i. Weekly Newsletter from FAIR


Standing Up for Civil Liberties

And Other News

October 7th, 2021


FAIR Responds to DOJ Memo

On September 29th, the National School Boards Association sent a letter to President Biden, asking him to bring in federal law enforcement to deal with threats, harassment, and violence by parents toward school board members regarding COVID policies and “critical race theory.” On October 4th, Attorney General Garland issued a memo directing the FBI to meet with leaders in every district in the nation, and stating he will announce a plan to deal with these parents in the coming days.

FAIR wants to ensure parents do not feel intimidated when peacefully exercising their civil and First Amendment rights. In response, FAIR has issued a letter to the DOJ and will continue to keep a watchful eye on these events as they unfold.


Download and discuss the NSBA and DOJ letters, as well as FAIR’s response, on the FAIR Community forum here.

New York Schools Segregate by Race

A series of incident reports relating to Jamesville-Dewitt School District in New York were recently submitted to FAIRTransparency.org. The reports allege that the district held a policy-shaping forum that excluded parents on the basis of skin color, and required students to declare their pronouns in a questionnaire. FAIR sent a letter to the district, informing them that those actions violated the students’ and parents’ constitutional and civil rights.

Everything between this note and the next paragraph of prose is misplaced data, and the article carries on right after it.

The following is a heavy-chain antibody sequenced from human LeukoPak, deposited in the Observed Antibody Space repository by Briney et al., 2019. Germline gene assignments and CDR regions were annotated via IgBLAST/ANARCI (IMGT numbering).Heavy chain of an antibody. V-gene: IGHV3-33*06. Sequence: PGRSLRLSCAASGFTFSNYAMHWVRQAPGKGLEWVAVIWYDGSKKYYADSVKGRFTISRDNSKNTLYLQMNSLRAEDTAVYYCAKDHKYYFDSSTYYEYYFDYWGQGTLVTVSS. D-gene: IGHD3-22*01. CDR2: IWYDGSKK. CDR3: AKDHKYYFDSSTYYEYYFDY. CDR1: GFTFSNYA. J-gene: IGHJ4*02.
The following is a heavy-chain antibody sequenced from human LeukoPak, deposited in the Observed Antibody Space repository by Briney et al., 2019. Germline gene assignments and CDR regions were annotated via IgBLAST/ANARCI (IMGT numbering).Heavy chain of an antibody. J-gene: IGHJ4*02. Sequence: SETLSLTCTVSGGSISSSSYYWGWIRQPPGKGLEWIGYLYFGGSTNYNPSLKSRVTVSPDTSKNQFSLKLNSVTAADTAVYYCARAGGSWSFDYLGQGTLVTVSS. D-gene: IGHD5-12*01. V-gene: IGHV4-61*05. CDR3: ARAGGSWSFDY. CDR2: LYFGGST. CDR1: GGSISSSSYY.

Download and discuss the letter on the FAIR Community forum here.

New Lawsuit in Boston Exam Schools Case

FAIR is supporting the case Boston Parent Coalition for Academic Excellence v. Boston School Committee, arising from the Boston school district’s new admission plan for the city’s prestigious “exam schools.” Last year, the district removed the entrance exam requirement for those schools and instead implemented a plan to admit students by zip codes that are closely tied to race.

The district denied any racial animus behind the plan. Parents have requested public records relating to the plan, but the district has refused to produce those records, prompting the parents to file another lawsuit. 


Read the new lawsuit on the FAIR Community forum here.

FAIR Legal Webinar TODAY

TODAY, October 7th, from 8:00pm to 9:30pm EST, FAIR will be hosting a legal webinar titled “Civil Rights in Our K-12 Schools: Challenges and Options in the Era of Intolerance.” For more details scroll down to "Upcoming Events" at the end of this email.


Register for the webinar here.


Other News

For Persuasion, renowned social psychologist Jonathan Haidt wrote about the monomania—the “exaggerated and unhealthy obsession with one thing”—that is dominating campus discourse and the wider culture at large. 

While monomania may be detrimental to an individual, the harm that a monomaniac can inflict on others is usually limited in scope. However, collective or group monomania is much more dangerous because it can cause “large numbers of people to behave in ways that are harmful and unjust to others.” 

Haidt believes that collective monomania is particularly concerning when it overtakes educational institutions. He writes: